From education to employment

New study suggests lack of student confidence and poor retention will be key challenges in ‘Careers 2032’

In the first study of its kind Handshake has teamed up with AGCAS, the Institute of Student Employers (ISE) and Wonkhe to look at the careers sector of 2032 and the role technology could play in facilitating connections between universities, students and employers.

The Careers2032 report is based on insight from 159 employers, 817 students and students’ union representatives, and 131 careers professionals, gathered through 15 roundtable discussions across the country and quantitative research amongst the groups. The report found that, in the next decade, careers professionals will need to develop and maintain collaboration with colleagues within higher education (HE) as a way to boost engagement and improve employment outcomes, and that employers see the need to work more effectively and closely with their colleagues in academia. 

According to the report, the biggest issue facing careers professionals is students not engaging with career development activities (98% think this is relevant). In the next decade this continues to be a priority for careers professionals (93%), however in 2032 the need to demonstrate impact and value within the wider university is predicted to become a bigger concern (95%). 

The top future plans for careers professionals prominently included the harnessing of technology to facilitate good practice – whether that is to provide initial basic advice on CVs, applications and interviews (97%), personalise the digital student experience (96%) or integrate their offer into the wider student experience (96%); while almost universally, another major goal will be to continue to tackle gaps in outcomes across their diverse student populations (96%).

The research revealed that dealing with disruption caused to students by Covid – such as reduced opportunities for work experience and a hit to student wellbeing in general – will likely shape the strategy of Careers Services and employers for the next few years. Careers professionals will be tasked with supporting students during a crisis in confidence, as 32% worry they aren’t good enough for a graduate job, rising to 39% among students from less privileged backgrounds.

Antony Adams, Careers Adviser at the University of Wales, Trinity St David Birmingham, and a participant in a Careers 2032 roundtable says: “Employability and well-being are bidirectional. While there is support for mental health and wellbeing in universities, there is less recognition of the close relationship of well-being with career outcomes. There is strong evidence supporting this relationship, including in long-term outcomes. Confidence and resilience are huge challenges and are not something students would go to the counselling service for; it should be part of Careers Services’ role to help students respond.”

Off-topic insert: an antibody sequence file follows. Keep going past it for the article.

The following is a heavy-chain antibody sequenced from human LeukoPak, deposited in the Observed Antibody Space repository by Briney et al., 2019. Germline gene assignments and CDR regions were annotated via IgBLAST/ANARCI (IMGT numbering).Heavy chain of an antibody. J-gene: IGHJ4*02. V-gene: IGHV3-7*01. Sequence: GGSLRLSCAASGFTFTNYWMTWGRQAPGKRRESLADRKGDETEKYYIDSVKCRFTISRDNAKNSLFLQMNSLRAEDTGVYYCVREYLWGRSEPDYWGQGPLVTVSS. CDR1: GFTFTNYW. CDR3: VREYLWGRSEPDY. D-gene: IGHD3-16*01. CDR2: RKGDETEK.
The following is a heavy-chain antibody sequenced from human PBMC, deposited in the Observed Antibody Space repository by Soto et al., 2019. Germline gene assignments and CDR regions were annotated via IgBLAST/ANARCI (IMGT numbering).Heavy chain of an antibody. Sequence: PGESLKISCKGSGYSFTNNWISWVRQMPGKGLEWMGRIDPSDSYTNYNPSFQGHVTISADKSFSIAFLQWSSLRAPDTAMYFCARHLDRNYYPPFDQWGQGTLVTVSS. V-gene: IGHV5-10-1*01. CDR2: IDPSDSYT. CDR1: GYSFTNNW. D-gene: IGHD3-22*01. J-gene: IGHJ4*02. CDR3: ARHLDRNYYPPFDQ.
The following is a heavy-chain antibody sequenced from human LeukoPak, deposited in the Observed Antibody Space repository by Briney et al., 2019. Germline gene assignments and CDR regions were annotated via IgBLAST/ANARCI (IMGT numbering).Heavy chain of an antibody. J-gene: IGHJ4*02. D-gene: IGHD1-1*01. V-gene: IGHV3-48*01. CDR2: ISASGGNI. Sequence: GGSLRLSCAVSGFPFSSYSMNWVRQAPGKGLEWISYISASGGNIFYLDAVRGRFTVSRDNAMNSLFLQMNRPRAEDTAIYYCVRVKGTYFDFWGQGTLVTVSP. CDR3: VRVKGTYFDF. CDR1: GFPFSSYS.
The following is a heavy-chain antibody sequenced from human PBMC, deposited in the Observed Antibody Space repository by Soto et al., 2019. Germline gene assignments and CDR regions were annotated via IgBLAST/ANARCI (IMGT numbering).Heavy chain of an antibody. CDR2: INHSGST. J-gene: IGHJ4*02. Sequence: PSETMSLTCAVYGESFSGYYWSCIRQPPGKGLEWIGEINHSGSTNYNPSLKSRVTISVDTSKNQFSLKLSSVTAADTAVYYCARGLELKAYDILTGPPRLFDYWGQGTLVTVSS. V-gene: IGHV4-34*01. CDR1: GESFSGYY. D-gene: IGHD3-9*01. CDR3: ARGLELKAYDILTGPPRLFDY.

Universities, employers and students’ unions alike are keen to plan further into the future and expect the role of Careers Services to change, and for technology to play a role in meeting the needs of the ‘Generation Alpha’ students to come. According to the report, students’ priorities are already changing, and will continue to shift in the next ten years. As widely reported, Gen Z’s outlook on careers is different to previous generations, with ‘finding work interesting’ the single top priority (40%) – well ahead of salary concerns in second place (18%).

Taking these views into account will be top of mind for the 71% of graduate employers who feel that retaining graduates will be their biggest challenge in the decade ahead. The vast majority of employers (78%) also felt technology could play a positive role in creating dedicated early talent networks to support graduate-to-employer connection.

But to meet the needs of students impacted by Covid as well as the next generation to come, Careers Services need further support and investment. Currently, almost half (47%) of careers professionals surveyed say their department is underfunded, and 88% say further budget cuts are a major concern. This is at odds with the desire for increased investment in technology among students and employers.

Clare Adams, Head of Education Strategy at Handshake UK, said:“The innovation we have seen in the last decade will no doubt be mirrored in the decade to come. In the next 10 years, technology partners will need to continually collaborate with careers professionals, universities, employers, graduates and students to invest in solutions to meet their rapidly evolving needs and expectations. Achieving this will require partnerships that go beyond service provision, that utilise expertise on all sides and challenge the status quo, to design inclusive solutions that level the playing field for students and employers.”

The Careers2032 report will inform a series of events that will use the findings to spur further conversation about the careers profession, and ways that it should evolve in the years to come.

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